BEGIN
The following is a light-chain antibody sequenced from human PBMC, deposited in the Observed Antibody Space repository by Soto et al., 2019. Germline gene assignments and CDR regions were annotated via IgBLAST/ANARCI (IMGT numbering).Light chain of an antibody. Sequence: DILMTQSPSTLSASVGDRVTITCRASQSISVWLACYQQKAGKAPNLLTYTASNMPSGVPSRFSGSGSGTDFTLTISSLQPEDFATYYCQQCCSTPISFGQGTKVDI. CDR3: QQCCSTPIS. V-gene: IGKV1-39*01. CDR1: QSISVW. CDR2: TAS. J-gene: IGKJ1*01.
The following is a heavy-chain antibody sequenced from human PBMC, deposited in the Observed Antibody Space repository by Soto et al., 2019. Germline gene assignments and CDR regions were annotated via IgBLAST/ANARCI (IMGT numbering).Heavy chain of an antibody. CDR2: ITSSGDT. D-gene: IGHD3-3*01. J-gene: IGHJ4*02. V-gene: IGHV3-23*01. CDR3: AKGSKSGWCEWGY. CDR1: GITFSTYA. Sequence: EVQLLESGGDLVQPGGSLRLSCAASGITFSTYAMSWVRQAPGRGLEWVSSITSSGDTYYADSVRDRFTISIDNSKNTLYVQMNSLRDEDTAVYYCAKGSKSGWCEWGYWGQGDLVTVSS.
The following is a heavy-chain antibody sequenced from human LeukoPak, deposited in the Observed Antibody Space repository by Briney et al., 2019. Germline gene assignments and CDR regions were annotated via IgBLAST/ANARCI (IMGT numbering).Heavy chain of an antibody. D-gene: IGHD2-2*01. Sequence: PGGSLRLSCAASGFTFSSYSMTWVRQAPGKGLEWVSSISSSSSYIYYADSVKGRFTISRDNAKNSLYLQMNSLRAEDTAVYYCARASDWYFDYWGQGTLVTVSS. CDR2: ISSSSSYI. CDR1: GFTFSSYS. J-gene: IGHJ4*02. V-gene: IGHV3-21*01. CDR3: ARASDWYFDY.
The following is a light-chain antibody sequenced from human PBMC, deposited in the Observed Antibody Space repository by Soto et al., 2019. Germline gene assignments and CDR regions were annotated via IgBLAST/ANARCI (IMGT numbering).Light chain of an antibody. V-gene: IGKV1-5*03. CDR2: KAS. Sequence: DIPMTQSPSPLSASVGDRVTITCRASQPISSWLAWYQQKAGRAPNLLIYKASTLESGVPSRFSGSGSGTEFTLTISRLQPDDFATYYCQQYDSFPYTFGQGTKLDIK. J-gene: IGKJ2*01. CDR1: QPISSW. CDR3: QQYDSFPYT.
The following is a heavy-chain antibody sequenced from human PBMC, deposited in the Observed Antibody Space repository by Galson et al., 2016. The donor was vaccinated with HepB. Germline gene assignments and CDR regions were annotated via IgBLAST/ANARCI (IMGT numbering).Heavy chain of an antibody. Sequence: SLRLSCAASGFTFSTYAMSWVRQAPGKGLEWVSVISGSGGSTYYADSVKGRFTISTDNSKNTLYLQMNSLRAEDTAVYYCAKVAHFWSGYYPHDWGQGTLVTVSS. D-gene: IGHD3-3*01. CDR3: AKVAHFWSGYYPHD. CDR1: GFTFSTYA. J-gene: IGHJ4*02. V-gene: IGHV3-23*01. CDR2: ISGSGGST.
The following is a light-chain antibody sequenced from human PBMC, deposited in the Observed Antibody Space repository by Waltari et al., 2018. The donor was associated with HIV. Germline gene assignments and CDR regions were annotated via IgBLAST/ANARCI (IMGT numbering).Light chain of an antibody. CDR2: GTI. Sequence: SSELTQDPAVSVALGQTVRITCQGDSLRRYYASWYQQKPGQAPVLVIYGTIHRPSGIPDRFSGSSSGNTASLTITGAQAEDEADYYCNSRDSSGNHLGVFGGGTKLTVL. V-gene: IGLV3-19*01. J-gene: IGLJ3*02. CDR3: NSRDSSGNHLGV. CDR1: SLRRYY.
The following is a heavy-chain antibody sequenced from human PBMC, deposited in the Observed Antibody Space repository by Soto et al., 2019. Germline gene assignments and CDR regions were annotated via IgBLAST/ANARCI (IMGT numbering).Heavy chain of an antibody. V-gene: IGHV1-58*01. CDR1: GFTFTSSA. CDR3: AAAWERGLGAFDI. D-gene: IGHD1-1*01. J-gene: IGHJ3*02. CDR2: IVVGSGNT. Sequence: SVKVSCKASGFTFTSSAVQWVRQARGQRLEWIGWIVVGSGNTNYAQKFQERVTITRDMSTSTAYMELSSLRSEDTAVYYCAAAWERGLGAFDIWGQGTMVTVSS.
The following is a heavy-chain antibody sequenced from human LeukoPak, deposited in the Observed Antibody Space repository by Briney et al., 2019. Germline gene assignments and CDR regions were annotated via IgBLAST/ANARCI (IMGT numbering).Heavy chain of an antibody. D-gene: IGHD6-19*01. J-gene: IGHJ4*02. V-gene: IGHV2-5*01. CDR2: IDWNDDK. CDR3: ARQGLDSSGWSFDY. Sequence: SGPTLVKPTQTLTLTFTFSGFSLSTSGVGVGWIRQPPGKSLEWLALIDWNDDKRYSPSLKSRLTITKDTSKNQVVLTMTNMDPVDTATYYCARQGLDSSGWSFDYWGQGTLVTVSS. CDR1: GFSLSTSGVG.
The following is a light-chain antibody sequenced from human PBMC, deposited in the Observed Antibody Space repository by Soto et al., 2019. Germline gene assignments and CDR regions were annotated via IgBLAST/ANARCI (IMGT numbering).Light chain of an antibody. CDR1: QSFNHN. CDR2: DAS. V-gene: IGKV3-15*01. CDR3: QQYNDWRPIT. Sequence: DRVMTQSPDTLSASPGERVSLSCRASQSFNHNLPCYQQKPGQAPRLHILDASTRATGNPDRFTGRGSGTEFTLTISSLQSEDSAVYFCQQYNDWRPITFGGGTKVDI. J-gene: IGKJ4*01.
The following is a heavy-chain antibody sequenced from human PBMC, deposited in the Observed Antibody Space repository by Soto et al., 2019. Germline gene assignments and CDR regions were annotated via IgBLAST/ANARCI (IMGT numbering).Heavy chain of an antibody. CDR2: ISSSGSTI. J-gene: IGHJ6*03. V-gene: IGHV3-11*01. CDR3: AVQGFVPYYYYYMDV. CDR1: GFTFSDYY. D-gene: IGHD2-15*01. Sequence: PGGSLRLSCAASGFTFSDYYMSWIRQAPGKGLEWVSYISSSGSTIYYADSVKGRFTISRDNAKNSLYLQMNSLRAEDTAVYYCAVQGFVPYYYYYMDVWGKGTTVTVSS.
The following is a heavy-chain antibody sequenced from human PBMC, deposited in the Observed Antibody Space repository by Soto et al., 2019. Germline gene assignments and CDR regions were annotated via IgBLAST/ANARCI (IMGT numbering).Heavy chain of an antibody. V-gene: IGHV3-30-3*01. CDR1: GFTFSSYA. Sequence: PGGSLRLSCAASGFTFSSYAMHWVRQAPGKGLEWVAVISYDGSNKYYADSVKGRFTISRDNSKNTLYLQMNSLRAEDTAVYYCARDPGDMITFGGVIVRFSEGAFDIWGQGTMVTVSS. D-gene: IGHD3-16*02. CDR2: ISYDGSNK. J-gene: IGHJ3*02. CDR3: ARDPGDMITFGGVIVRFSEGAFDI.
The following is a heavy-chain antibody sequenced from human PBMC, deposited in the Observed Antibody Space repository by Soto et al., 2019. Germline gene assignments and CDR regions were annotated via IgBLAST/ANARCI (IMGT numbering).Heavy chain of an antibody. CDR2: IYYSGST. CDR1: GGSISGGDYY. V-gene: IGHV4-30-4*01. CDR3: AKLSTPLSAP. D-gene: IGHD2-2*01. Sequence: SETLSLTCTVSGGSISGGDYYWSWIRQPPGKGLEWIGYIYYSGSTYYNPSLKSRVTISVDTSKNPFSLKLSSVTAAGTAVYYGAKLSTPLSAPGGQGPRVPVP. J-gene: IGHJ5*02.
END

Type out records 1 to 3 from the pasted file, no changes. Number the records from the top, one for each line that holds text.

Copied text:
The following is a light-chain antibody sequenced from human PBMC, deposited in the Observed Antibody Space repository by Soto et al., 2019. Germline gene assignments and CDR regions were annotated via IgBLAST/ANARCI (IMGT numbering).Light chain of an antibody. Sequence: DILMTQSPSTLSASVGDRVTITCRASQSISVWLACYQQKAGKAPNLLTYTASNMPSGVPSRFSGSGSGTDFTLTISSLQPEDFATYYCQQCCSTPISFGQGTKVDI. CDR3: QQCCSTPIS. V-gene: IGKV1-39*01. CDR1: QSISVW. CDR2: TAS. J-gene: IGKJ1*01.
The following is a heavy-chain antibody sequenced from human PBMC, deposited in the Observed Antibody Space repository by Soto et al., 2019. Germline gene assignments and CDR regions were annotated via IgBLAST/ANARCI (IMGT numbering).Heavy chain of an antibody. CDR2: ITSSGDT. D-gene: IGHD3-3*01. J-gene: IGHJ4*02. V-gene: IGHV3-23*01. CDR3: AKGSKSGWCEWGY. CDR1: GITFSTYA. Sequence: EVQLLESGGDLVQPGGSLRLSCAASGITFSTYAMSWVRQAPGRGLEWVSSITSSGDTYYADSVRDRFTISIDNSKNTLYVQMNSLRDEDTAVYYCAKGSKSGWCEWGYWGQGDLVTVSS.
The following is a heavy-chain antibody sequenced from human LeukoPak, deposited in the Observed Antibody Space repository by Briney et al., 2019. Germline gene assignments and CDR regions were annotated via IgBLAST/ANARCI (IMGT numbering).Heavy chain of an antibody. D-gene: IGHD2-2*01. Sequence: PGGSLRLSCAASGFTFSSYSMTWVRQAPGKGLEWVSSISSSSSYIYYADSVKGRFTISRDNAKNSLYLQMNSLRAEDTAVYYCARASDWYFDYWGQGTLVTVSS. CDR2: ISSSSSYI. CDR1: GFTFSSYS. J-gene: IGHJ4*02. V-gene: IGHV3-21*01. CDR3: ARASDWYFDY.